Travelers may finally see some reprieve from massive flight delays at the New York City-area airports. The Federal Aviation Administration (FAA) has requested flight scheduling information for spring and summer 2008 at JFK and Newark airports, a rare occurrence from the agency, according to a Reuters report.
“This could result in operational limits during peak hours,” the FAA warned airlines. The FAA will review schedules between peak business travel times from March to November next year, from 7:00 to 10:00 a.m., and from 2:00 to 10:00 p.m. Currently the FAA regulates flights at only two airports, New York LaGuardia and Chicago O’Hare.
A spokesman for the National Air Traffic Controllers Association, Doug Church, recently told me that “at New York (JFK), the airlines have scheduled more than 50 flights to depart in one hour’s time on weekday mornings. Yet the airport can only safely depart 45 aircraft when the weather’s good. The resulting overflow of delayed aircraft spills into the next hour, and the next, and so on.” Delays between October 2006 and July 27 jumped 114 percent at JFK, and the airport’s arrival rate in July was the worst of any major airport.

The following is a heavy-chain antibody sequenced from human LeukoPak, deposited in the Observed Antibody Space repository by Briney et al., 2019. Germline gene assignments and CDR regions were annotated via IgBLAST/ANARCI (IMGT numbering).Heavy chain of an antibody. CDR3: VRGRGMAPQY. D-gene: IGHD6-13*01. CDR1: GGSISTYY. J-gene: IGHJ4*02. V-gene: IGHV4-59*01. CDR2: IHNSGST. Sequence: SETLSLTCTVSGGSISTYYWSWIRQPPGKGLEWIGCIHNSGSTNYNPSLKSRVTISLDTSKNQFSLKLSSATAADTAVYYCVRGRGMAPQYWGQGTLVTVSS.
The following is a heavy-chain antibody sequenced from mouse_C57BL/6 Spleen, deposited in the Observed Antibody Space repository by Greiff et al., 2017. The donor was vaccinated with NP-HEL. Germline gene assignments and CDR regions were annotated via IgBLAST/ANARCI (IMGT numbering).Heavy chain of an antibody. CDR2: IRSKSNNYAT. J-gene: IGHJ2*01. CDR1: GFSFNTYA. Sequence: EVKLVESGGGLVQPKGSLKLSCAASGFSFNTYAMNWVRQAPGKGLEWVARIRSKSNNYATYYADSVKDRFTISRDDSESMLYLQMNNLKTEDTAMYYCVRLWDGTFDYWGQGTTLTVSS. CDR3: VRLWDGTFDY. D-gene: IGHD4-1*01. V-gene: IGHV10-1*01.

If FAA regulation of flight schedules will reduce delays at JFK and Newark, I think it’s a good thing. Though you might expect airlines to fight government involvement, JetBlue has offered its support for the measures in a recent statement and proposed a meeting among airlines to discuss next years’ scheduling.
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